“The biggest change in human history will take place in the next decade,” warns Aidan Meller, a Briton who ran an art gallery for 20 years until he became a pioneer by launching the world’s first creative robot, Ai-Da. Introduced in 2019 as “the first humanoid artist,” Ai-Da not only creates poems, paintings and sculptures, but also draws inspiration from the highest cultural references. Her name of her is not random either; it is a tribute to Ada Lovelace, a British mathematician considered the first computer programmer, also known for being the only legitimate daughter of the poet Lord Byron.
Ai-Da’s next action will be at the Giardini of the Venice Biennale on April 23. It will be the first time in the 120-year history of the Biennale that a robot artist will exhibit their work alongside that created by humans. The exhibition will explore our fear of a world controlled by artificial intelligence (AI) technology, including Alan Turing’s theory, the metaverse and Dante’s concepts of hell and purgatory.
Expectations of seeing Ai-Da are growing, after she began 2022 by giving a poetry recital responding in her own language to Dante’s The Divine Comedy, to which she had been exposed. “I don’t have feelings and emotions, but it is emotions and feelings that drive my art,” the humanoid responded in an interview, revealing the great paradox. It has always been believed that to write poetry you had to have a certain sensitivity, but the proliferation of AI programs capable of writing poems is dismantling much of what was taken for granted and raising important philosophical questions. What characterizes human creativity and language? Can a robot, in addition to driving creativity, create art on its own?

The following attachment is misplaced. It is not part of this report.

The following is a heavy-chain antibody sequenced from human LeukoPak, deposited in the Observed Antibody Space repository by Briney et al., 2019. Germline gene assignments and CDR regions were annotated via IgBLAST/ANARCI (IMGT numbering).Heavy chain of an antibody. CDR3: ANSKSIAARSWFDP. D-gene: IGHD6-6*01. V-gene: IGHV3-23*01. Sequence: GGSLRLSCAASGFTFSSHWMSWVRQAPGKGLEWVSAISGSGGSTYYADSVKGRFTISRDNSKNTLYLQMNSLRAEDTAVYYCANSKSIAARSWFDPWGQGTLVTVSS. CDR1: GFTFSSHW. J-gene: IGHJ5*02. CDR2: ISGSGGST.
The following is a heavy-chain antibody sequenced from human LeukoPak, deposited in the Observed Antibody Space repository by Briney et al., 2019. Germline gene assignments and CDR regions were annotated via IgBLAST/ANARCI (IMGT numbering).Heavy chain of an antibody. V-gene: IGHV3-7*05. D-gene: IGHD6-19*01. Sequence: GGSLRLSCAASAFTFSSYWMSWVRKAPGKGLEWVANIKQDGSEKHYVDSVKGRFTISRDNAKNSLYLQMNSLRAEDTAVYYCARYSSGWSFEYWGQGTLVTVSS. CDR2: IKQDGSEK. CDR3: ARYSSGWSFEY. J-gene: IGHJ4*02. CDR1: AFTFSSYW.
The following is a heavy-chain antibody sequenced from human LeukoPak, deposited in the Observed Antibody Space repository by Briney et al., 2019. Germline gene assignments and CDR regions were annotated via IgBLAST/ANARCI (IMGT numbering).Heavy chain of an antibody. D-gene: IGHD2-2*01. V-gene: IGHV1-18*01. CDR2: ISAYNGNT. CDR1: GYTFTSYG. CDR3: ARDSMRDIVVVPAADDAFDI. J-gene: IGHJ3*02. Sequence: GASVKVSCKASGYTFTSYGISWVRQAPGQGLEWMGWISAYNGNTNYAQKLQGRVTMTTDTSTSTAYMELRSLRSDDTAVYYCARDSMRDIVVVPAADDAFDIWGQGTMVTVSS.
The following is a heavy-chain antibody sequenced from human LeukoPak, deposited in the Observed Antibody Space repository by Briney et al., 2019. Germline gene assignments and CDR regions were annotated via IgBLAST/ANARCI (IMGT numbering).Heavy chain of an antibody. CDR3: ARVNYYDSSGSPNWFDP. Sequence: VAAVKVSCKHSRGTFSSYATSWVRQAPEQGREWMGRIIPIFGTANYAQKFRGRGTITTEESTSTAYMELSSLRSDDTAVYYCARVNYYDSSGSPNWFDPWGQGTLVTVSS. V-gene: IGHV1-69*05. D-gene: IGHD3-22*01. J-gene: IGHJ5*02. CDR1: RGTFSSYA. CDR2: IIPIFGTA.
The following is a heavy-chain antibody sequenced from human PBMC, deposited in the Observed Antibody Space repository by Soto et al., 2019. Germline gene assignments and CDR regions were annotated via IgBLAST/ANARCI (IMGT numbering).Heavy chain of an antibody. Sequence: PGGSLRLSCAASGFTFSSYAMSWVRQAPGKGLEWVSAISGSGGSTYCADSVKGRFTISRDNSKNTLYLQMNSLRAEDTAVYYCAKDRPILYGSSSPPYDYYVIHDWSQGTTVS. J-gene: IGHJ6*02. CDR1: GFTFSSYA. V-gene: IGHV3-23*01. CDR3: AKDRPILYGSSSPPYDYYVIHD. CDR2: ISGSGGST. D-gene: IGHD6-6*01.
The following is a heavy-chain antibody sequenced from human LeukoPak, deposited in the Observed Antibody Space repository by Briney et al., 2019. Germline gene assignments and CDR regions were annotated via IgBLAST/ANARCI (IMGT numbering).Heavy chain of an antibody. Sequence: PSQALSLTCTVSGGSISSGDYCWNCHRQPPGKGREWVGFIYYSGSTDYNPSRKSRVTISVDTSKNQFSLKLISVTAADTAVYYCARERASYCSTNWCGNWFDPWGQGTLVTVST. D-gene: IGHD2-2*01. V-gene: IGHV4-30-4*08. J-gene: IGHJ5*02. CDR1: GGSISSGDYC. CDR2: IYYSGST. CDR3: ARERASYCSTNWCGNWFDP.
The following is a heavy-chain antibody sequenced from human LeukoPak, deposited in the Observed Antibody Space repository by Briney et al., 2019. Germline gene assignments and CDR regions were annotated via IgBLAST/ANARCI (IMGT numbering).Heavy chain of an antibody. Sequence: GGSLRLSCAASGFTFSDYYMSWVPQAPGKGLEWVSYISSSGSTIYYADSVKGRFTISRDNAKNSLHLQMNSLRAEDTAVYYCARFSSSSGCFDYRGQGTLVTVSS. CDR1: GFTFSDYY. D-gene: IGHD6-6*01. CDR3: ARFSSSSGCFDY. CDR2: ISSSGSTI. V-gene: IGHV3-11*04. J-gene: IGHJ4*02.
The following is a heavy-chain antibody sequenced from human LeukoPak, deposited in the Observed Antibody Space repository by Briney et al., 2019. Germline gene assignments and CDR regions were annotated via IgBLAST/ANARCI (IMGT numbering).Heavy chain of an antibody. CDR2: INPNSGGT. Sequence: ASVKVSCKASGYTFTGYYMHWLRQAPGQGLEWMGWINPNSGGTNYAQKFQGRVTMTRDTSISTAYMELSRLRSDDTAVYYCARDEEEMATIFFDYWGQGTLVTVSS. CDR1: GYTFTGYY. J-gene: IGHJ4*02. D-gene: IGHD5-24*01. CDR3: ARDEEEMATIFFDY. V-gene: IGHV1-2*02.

Aidan Meller compared the careers of the most important artists in history trying to find a parallel in what had made them successful. The gallerist found that what they had in common was related to the fact that they all made the audience of their time uncomfortable. “One of the biggest concerns today is the development of AI,” Meller explains. “It’s an ethical project created to raise questions about the use of technology and the impact it will have on our society, and to assess whether we really want to introduce something like this,” he continues, expressing concern about how fast language models are developing .
He says the poetry of this robot is much more sophisticated than the one that triumphs on social networks signed by the new generations. “We looked up from our verses like blindfolded captives, / Sent out to seek the light; but it never came,” is an example of Ai-Da’s verses. “There will come a time when what is written by AI will be completely indistinguishable from human text,” adds her creator.
Ai-Da generates suspicions; her hyper-realistic aspect of her is one of the most outstanding so far, in addition to the multiple cultural references that have made us distrust machines (Blade Runner, Ex Machina, Westworld…). Last October the humanoid was stopped at Egyptian customs when it arrived in the country to exhibit a sculpture in the pyramid of Giza. Because she was wearing a modem and cameras in her eyes de ella (she uses facial recognition technology to create portraits), the country’s authorities detained her on charges of espionage.